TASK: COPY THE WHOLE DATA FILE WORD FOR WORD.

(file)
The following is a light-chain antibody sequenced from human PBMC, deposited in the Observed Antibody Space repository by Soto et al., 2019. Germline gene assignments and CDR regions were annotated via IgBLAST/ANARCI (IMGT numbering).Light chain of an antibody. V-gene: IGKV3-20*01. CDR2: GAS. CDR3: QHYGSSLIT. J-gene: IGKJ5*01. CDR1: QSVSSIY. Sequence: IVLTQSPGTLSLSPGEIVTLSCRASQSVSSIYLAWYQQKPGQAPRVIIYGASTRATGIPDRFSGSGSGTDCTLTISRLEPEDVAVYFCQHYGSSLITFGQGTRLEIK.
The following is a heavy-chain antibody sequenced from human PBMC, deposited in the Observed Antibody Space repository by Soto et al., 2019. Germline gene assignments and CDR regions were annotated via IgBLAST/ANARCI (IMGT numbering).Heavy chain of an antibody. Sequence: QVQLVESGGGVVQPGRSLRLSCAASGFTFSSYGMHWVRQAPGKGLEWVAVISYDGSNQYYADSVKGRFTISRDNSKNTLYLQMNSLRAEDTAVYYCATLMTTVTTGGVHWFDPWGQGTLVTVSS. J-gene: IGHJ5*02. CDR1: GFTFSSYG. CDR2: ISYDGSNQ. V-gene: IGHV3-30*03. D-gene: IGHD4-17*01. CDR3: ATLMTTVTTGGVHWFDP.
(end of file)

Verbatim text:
The following is a light-chain antibody sequenced from human PBMC, deposited in the Observed Antibody Space repository by Soto et al., 2019. Germline gene assignments and CDR regions were annotated via IgBLAST/ANARCI (IMGT numbering).Light chain of an antibody. V-gene: IGKV3-20*01. CDR2: GAS. CDR3: QHYGSSLIT. J-gene: IGKJ5*01. CDR1: QSVSSIY. Sequence: IVLTQSPGTLSLSPGEIVTLSCRASQSVSSIYLAWYQQKPGQAPRVIIYGASTRATGIPDRFSGSGSGTDCTLTISRLEPEDVAVYFCQHYGSSLITFGQGTRLEIK.
The following is a heavy-chain antibody sequenced from human PBMC, deposited in the Observed Antibody Space repository by Soto et al., 2019. Germline gene assignments and CDR regions were annotated via IgBLAST/ANARCI (IMGT numbering).Heavy chain of an antibody. Sequence: QVQLVESGGGVVQPGRSLRLSCAASGFTFSSYGMHWVRQAPGKGLEWVAVISYDGSNQYYADSVKGRFTISRDNSKNTLYLQMNSLRAEDTAVYYCATLMTTVTTGGVHWFDPWGQGTLVTVSS. J-gene: IGHJ5*02. CDR1: GFTFSSYG. CDR2: ISYDGSNQ. V-gene: IGHV3-30*03. D-gene: IGHD4-17*01. CDR3: ATLMTTVTTGGVHWFDP.